Monument to William Cavendish, 1st Duke of Newcastle and his wife Margaret 

Creator(s):   Grinling Gibbons 1648-1721

Date:    1676

Accession Number:   WA 0186

Materials:   Marble

Location:   Westminster Abbey, London, SW1 3PA

Credit Line (copyright notice for material) :   By courtesy of the Dean and Chapter of Westminster

Online Catalogue Entry :

By courtesy of the Dean and Chapter of Westminster


In the north transept of Westminster Abbey is a black and white marble monument to William Cavendish (1593-1676) , 1st Duke of Newcastle and his wife Margaret (1623?-1673). This was erected in his lifetime and is by sculptor Grinling Gibbons.

Atop a sarcophagus, the recumbent effigies depict the Duke in his robes and coronet lying on a rush mattress wearing the chain of the Order of the Garter and holding a baton and the Duchess holding an open book, a pen-case and ink horn, in reference to her prolific literary output. There is an heraldic achievement at the top, with a lion and a bull for supporters and a snake for a crest. The coats of arms are: “three bucks heads caboshed” (for Cavendish) quartering “a fess between three crescents” (for Ogle).

The lower section is an altar tomb with cartouches at each end and an inscription panel flanked by Roman armour and military trophies, with a further shield of the above arms and one of the Lucas arms: “a fess between six annulets” [rings]. On the south end of the tomb base are carved seven large books. An architectural background consists of a tented canopy flanked by columns which support an entablature and a pediment with heraldic achievement.

The inscription to the Duchess on the base, most probably written by the Duke, is in English:

Here lyes the Loyall Duke of Newcastle and his Dutches his second wife, by whome hee had noe issue, her name was Margarett Lucas yongest sister to the Lord Lucas of Colchester a noble familie for all the Brothers were Valiant and all the Sisters virtuous. This Dutches was a wise wittie & learned Lady, which her many Bookes do well testifie. She was a most Virtuous & a Loveing & carefull wife & was with her Lord all the time of banishment & miseries & when he came home never parted from him in his solitary retirements.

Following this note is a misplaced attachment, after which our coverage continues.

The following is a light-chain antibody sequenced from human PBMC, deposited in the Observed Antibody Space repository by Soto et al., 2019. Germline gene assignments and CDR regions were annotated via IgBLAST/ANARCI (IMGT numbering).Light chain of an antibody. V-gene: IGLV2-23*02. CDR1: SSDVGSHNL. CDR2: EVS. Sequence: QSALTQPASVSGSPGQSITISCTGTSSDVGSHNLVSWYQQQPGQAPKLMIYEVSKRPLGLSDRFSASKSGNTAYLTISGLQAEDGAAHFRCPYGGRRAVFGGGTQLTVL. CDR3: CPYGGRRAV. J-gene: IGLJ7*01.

William’s inscription is in Latin and was added after the Duke’s death by Sir William Dugdale. This can be translated:

Here lies that renowned hero, William Cavendish, Knight of the Bath, and Baron Ogle, in right of his mother, Viscount Mansfield, and Baron Cavendish of Bolsover, Earl of Ogle, Earl, Marquess and Duke of Newcastle upon Tyne, Lord Lieutenant of the Counties of Nottingham and Northumberland, first Lord of the Bedchamber to the King, Guardian to Prince Charles, Privy Counsellor to the King, and Knight of the most Noble Order of the Garter. A nobleman, who showing abundant fidelity and courage to the King’s Majesty, at the beginning of the Grand Rebellion, was deservedly made Captain General of the Forces raised in the north of the Kingdom. In several battles (which he soon won) and in defending the City of York against the Scots, he gave proofs in all respects of his integrity and unshaken courage; for which reason, when the Rebellion grew strong (being one of the first destined for death), he left his home, and with great resolution endured a long exile. He first married Elizabeth, only daughter and heir of William Bassett of Blore in the County of Stafford, Esquire; who bore him sons, Charles who died without issue, and Henry, heir of the Honours; Daughters Jane, married to Charles Cheney of Chesham-Bois; Elizabeth to John Earl of Bridgwater, and Frances to Oliver Earl of Bolingbroke. He died the 25th of December in the year of Redemption 1676, and of his age the 84th.